Protecting Your Ideas
Q: What are the necessary steps to take in order to protect my ideas while
- Most experts agree that sharing your ideas while seeking capital is not only sound, it's
necessary. While discretion is important, one must not become paranoid. For while you may
think your idea is extremely unique, there are very few original thoughts. Executing the
idea is what will set you apart.
As Charles Heller, Director of the Michael Dingman
Center for Entrepreneurship, University of Maryland stated at the Early Stage Funding seminar last summer, "The area of
disclosure constantly leads to paranoia among high-tech entrepreneurs. I see more people
who don't ever get anything funded and never build a company because they intend to keep
their thing a secret. They want people to put in money, but they're not going to tell them
anything about what they do, or at least the details. If you are so obsessed with control,
you probably don't have anything that's worth controlling. Investors are not interested in
controlling the company, just as they're not interested in stealing your idea and giving
it to someone else and starting another company."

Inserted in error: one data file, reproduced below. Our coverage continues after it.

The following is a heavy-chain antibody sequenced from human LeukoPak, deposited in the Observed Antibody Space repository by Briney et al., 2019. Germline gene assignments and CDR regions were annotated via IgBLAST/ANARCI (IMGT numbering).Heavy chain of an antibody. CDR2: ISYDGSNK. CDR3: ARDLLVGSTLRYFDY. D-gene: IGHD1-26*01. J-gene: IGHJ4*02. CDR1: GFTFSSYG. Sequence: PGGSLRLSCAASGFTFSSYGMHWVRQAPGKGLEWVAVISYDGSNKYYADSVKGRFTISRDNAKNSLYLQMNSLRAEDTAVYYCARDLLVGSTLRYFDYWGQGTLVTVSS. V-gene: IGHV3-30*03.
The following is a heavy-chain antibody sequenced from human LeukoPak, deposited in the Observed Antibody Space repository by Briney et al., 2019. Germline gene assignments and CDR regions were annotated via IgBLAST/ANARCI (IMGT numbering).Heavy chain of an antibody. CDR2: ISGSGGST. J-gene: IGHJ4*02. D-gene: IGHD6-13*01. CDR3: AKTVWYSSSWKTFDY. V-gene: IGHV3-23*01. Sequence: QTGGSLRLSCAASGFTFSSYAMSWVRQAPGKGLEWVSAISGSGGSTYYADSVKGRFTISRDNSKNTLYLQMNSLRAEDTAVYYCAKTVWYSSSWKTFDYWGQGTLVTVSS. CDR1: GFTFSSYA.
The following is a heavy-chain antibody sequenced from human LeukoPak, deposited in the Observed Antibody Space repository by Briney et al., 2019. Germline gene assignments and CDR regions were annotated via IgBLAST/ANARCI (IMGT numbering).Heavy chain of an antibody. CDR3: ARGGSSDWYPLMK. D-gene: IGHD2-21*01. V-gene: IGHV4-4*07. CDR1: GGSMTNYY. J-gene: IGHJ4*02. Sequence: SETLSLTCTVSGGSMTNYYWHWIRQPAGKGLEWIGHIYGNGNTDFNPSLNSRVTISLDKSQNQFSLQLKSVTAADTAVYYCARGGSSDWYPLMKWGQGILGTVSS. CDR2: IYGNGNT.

While you should be careful to whom you tell your ideas, don't get paranoid. The people
that can help you make it into a success can't help if they don't fully know the idea.
Most professionals (consultants, venture capitalists, etc.) are good about keeping things
confidential since their reputation is on the line. If you are dealing with a reputable
firm, they will respect your confidentiality; it is a hallmark of their business.
[Kyp Sirinakis, Jeffrey Davison, Triad Investors Corporation]
- The supply of ideas is endless. Mario Morino believes that in the Web world, "there
are probably ten people ahead of you someplace in the country" at all times. Ideas
that are very unique and perishable... are few and far between." John C. Darrin adds,
"You will find there are very few idea thieves. Like anything else, it is supply and
demand and the supply of ideas is endless."
Jack Biddle of Novak Biddle makes the
important point that "It's execution, not an idea, that makes things work. That's
where the money is going to be made." Mario Morino adds, "The key is moving on
your idea, getting a prototype and getting out there fast into that market so you can get
to a customer, try it, adapt it, make it successful and execute."
"If you find someone who shares your excitement for your idea, in most cases its
because of the energy and excitement you give it. This energy is what it takes to make an
idea a reality and that is hard to duplicate."
[Bob Gaudian, firstname.lastname@example.org.]